Posted by: stpowen | April 29, 2010

Why Martin Marprelate Won’t be Voting Conservative

‘It is better to trust in the LORD than to put confidence in man.  It is better to trust in the LORD than to put confidence in princes’ (Psalm 118:8-9).

Doubtless the whole country has been agog over the past few weeks waiting to hear how Martin Marprelate will be voting in the forthcoming election.

Well, there was a time when Mrs Marprelate and I were very active in the Conservative Party.  I was a District Councillor and Chairman of my District Conservative Association.  Briefly, I even had my name down as a potential Conservative Parliamentary candidate.  There’s glory for you!  But as I grew in my Christian faith I came to see that the problems of Britain were not political or economic, but moral and quite outside the ability of any government to solve.

I have always believed that it is every citizen’s duty to vote.  Our freedoms have been gained over many years and not to take advantage of them shows contempt for our forbears who struggled to obtain them.  Although I no longer have any faith in politicians, I have usually voted Conservative, partly out of habit and partly because of a belief that the Tories believe in personal freedom and were more likely to leave Christians alone.

Voting Labour in this election is not an option for Christians because it is committed to overturning the ‘Waddington Amendment’ which protects Christians who preach against sin from persecution for ‘hate Crimes’ against homosexuals.  I could not vote Liberal, however personable and plausible Nick Clegg might be, because of their support for further European integration.  Now, however, I shall not be voting Conservative either.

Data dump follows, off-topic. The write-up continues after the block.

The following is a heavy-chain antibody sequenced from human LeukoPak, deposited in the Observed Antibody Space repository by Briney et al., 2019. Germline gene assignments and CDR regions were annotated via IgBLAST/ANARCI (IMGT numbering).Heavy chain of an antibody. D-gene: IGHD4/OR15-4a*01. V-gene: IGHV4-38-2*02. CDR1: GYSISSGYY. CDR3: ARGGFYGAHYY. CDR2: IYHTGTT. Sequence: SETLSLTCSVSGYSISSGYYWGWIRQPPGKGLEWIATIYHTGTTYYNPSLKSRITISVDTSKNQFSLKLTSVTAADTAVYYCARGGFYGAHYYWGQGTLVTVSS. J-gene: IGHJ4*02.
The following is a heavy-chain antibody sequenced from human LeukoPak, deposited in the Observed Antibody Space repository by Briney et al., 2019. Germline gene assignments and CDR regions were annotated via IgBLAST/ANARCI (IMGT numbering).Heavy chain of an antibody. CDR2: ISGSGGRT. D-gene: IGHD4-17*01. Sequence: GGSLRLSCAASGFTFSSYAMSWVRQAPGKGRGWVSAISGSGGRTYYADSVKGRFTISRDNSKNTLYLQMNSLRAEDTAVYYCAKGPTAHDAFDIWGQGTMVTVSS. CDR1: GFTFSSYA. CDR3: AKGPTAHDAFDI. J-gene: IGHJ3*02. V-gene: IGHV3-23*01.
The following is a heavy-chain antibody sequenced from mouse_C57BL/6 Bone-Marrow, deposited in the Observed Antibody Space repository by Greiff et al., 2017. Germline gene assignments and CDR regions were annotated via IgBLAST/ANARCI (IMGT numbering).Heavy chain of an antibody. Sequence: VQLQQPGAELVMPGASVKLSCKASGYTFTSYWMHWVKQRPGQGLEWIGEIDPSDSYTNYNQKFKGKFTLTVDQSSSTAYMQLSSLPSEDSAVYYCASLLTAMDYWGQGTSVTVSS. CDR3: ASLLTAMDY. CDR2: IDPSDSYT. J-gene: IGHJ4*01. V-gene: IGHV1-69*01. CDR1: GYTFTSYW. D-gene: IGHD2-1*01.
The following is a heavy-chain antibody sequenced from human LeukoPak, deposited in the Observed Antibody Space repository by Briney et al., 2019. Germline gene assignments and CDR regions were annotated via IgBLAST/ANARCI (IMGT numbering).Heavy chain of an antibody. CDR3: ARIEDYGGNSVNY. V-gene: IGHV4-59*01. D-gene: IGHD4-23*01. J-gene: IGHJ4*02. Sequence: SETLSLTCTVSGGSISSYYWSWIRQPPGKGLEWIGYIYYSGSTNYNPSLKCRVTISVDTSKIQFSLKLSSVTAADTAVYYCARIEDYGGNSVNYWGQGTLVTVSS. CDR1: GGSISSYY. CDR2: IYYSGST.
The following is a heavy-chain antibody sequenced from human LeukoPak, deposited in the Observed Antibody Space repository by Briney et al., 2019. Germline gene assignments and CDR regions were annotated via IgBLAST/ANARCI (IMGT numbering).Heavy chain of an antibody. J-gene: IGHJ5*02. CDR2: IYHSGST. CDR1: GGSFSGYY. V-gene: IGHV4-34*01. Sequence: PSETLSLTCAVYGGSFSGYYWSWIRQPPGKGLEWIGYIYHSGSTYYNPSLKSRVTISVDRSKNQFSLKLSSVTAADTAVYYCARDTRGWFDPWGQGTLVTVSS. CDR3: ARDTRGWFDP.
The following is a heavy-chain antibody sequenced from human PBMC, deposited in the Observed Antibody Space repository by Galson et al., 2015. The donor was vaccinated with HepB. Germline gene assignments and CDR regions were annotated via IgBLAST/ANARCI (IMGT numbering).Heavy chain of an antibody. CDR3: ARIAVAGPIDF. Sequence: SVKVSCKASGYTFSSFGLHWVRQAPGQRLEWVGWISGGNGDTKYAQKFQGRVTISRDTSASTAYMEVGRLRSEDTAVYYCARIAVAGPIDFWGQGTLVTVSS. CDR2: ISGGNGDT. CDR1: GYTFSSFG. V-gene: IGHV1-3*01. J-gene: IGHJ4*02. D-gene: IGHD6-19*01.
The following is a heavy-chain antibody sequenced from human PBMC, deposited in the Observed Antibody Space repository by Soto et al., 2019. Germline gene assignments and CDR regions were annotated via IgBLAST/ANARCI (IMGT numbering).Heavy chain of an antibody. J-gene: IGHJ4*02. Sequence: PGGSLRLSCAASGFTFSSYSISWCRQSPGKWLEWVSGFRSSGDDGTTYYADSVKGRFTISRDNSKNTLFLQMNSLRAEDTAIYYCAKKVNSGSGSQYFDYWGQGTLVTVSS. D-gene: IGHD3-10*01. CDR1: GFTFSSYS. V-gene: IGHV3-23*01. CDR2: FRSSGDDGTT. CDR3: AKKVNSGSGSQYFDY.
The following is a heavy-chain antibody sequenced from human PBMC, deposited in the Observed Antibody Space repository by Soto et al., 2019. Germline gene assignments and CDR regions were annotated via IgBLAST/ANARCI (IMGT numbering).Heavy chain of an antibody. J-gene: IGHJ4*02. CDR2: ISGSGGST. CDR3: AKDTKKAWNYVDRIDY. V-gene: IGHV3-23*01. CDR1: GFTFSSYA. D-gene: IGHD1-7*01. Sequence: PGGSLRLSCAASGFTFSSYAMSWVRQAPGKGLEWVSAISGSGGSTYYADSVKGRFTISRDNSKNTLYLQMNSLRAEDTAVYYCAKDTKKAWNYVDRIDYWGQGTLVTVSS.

Philip Lardman was Conservative Candidate for Argyll in Scotland.  In response to a question he wrote the following on his blog:-

I will always support the rights of homosexuals to be treated within concepts of (common-sense) equality and respect, and defend their rights to choose to live the way they want in private, but I will not accept that their behaviour is ‘normal’ or encourage children to indulge in it.

“The promotion of homosexuality by public bodies (as per ‘clause 28?/section 2a in Scotland,) was correctly outlawed by Mrs Thatcher’s government. Toleration and understanding is one thing, but state-promotion of homosexuality is quite another.

“Why should Christian churches be forced by the government to employ homosexuals as ‘ministers’ against all that the Bible teaches? They are being forced by the government to betray their mission ? would the Equality and Human Rights Commission be fined for refusing a job to Nick Griffin?

“Christians (and most of the population) believe homosexuality to be somewhere between ‘unfortunate’ and simply ‘wrong’ and they should not be penalised for politely saying so ? good manners count too, of course.

“The current ‘law’ is wrong and must be overturned in the interests of freedom as well as Christian values.”

Now Mr Lardner has been suspended by the Tory Party for making “deeply offensive and unacceptable” comments about homosexuality.  Read his post again.  What actually is “deeply offensive and unacceptable” about it?  Apparently it is the assertion that homosexuality is not ‘normal.’  What does ‘normal’ mean?  Well, one definition of ‘normal’ is something that would cause no problem if everybody did it.  Therefore, by that definition bird-watching and Scottish Country Dancing are normal.  But if everybody in the land became homosexual the entire nation would die out in a generation.  Therefore homosexuality is not ‘normal.’  Nor is it harmless; by the Government’s own figures homosexuals are four times more likely to be HIV Positive than the rest of the population.

Mr Lardner’s comments may not be Tory Party policy, but he defends the human rights of homosexuals and his comments are no more offensive than if he had said that obese people should diet or that drunks should sober up.  People’s lifestyles are not above criticism and nor should they be.  All Conservative Head Office needed to say about the matter was that Mr Larner’s views did not reflect Party policy.

By suspending Mr Lardner,  Conservative Party has shown that it no longer stands for freedom and free speech and it has therefore forfeited my vote.  Whom shall I vote for?  I haven’t made my mind up yet.  Possibly for UKIP, but possibly I shall be spoiling my paper by writing ‘NONE OF THE ABOVE’ in large letters.